If you’re finding yourself stressed, anxious, and less happy overall than you’d like to be, there may be an easy fix closer to home than you think. In fact, the fix may be your home itself – specifically, the clutter that surrounds you every day. In “The Happiness Project,” author Gretchen Rubin writes that decluttering“…brings great happiness because it makes you feel lighter. There are less things to lose, to find room for, to rearrange, to be frustrated by, to dust around, to make decisions about,” and she just very well may be right.
Decluttering your house can help to:
1) Decrease stress
2) Reduce mental clutter
3) Reduce overstimulation of your mind
Next time you have a free weekend, evening, or even just an hour or two, think about taking on one of the following decluttering projects.
Most of us have items of clothing in our closets that we haven’t worn in a long time, or maybe haven’t worn at all! When you’re trying to prepare your mind for the day ahead, the last thing you need is to have an unnecessary amount clothes cluttering your closet, making it harder to complete a simple task like choosing an outfit. Make some time to sort through your clothing, getting rid of anything that doesn’t fit, or that you haven’t worn in over a year. If it’s still in good shape, there are plenty of charities who would love to receive it as a donation, so you can feel good about decluttering and about giving to those in need.
A garage sale can be a fun way to spend a day, while having the added benefits of reducing clutter and making some extra money in the process. The week before, you and your family can go through your belongings, setting aside anything that no longer gets used. Make a fun activity of putting price tags on everything, and set up shop on Saturday morning!
Decluttering an entire house all at once can be overwhelming, and can make you feel more stressed instead of happier (which is what we’re going for here). To make things less overwhelming, pick one room at a time, and focus on it. One suggestion is to start with the room in which you spend the most time – then when you’re feeling stressed, you can retreat to your clutter-free safe haven to decompress.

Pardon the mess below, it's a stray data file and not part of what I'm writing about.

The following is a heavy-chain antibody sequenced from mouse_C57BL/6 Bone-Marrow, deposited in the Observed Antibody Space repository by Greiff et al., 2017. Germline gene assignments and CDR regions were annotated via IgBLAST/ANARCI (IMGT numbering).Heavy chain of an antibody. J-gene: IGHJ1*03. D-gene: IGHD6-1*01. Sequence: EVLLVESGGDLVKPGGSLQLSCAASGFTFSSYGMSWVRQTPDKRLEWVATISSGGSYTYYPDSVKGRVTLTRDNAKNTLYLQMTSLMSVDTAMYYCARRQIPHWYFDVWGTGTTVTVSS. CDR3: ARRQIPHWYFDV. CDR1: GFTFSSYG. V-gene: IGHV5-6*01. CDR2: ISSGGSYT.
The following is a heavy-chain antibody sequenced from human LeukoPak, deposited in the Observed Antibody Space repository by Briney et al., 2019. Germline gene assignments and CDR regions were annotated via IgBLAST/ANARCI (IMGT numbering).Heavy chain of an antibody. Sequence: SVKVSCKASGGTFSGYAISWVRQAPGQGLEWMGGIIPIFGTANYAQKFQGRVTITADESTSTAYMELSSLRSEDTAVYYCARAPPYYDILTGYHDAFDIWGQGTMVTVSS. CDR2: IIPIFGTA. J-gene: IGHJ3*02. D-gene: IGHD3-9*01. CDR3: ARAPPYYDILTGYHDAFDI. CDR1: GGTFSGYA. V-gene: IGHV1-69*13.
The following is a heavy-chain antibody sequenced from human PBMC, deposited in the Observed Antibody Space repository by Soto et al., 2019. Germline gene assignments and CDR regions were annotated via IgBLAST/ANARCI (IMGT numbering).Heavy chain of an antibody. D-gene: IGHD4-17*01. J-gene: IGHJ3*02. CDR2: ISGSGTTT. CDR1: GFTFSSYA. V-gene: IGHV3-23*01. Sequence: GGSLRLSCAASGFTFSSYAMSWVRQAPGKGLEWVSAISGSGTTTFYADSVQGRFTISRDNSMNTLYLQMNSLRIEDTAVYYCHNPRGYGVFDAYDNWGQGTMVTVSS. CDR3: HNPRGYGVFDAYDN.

“Have nothing in your homes that you do not know to be useful or believe to be beautiful.” – William Morris
The problem with life today is that it’s just too complicated. There’s too much paper work to store. Too many receipts to keep. And far too much junk. I don’t know about any of you, but I still have my PlayStation 2. It’s stacked (along with 40 games) on the top shelf inside my study. I can’t think of any conceivable reason why I’ll ever play it again, given that I own the newer version. Yet, I’m reluctant to throw it away. Why are we so scared of junk removal? Just the mere suggestion of calling a junk removal specialist causes us to dig in our heels and develop a strange sentimental attachment to our garbage. Is it nostalgia? Perhaps. I remember the summer of 2010. My room was always full of friends. We had bags and bags of chips, soda on ice, and a rolling tournament of NBA 2K11 running from morning till night. Those are some of my best memories. Do I see them when I look at my old PlayStation? I suppose I do. Junk removal doesn’t have to be scary though. It’s natural to resist change, and to try and cling on to the old. But, that only does ones self a disservice. There are new memories to be made. New summers to enjoy. While my waist line can’t handle the amount of chips it used to, my stomach still enjoys laughing until it hurts. Hoarding useless crap has to come to an end sometime. For me, included. Even if laziness is what motivates you to hoard, or even a desire not to spend money; change needs to happen. Stop tip toeing around that old sofa that’s had it’s last day. Get rid of it. Enjoy the extra space. My English professor in college used to say, ‘perfection is when there is nothing left to remove. Everything else is clutter.’ Let’s experiment: Take a look around the room you’re in. Do it with me now. How much of what’s in there do you need? I mean, really, really need? I’m guessing… around fifty percent. If so, you sir or madam, are living in clutter. While I don’t want you to get rid of everything, and go Gung Ho with your junk removal expert; I do want to set you a challenge. For one month, try minimalism. Get rid of a lot of your clutter. Experience for yourself what all of that extra space feels like. Experience what it’s like to move on in to the future. By the end, you won’t want to go back.Home Brew to Artisan Bread: Why I stopped making beer and started baking bread